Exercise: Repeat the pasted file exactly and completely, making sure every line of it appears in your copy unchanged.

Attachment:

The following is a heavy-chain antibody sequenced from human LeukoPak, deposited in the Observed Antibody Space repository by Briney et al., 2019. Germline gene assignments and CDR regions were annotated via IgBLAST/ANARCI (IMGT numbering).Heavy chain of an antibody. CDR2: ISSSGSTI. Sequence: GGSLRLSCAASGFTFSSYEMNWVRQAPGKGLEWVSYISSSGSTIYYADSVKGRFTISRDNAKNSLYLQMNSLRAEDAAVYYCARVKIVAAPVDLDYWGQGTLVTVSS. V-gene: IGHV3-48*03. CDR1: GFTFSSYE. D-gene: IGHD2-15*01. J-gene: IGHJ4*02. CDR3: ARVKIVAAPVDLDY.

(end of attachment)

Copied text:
The following is a heavy-chain antibody sequenced from human LeukoPak, deposited in the Observed Antibody Space repository by Briney et al., 2019. Germline gene assignments and CDR regions were annotated via IgBLAST/ANARCI (IMGT numbering).Heavy chain of an antibody. CDR2: ISSSGSTI. Sequence: GGSLRLSCAASGFTFSSYEMNWVRQAPGKGLEWVSYISSSGSTIYYADSVKGRFTISRDNAKNSLYLQMNSLRAEDAAVYYCARVKIVAAPVDLDYWGQGTLVTVSS. V-gene: IGHV3-48*03. CDR1: GFTFSSYE. D-gene: IGHD2-15*01. J-gene: IGHJ4*02. CDR3: ARVKIVAAPVDLDY.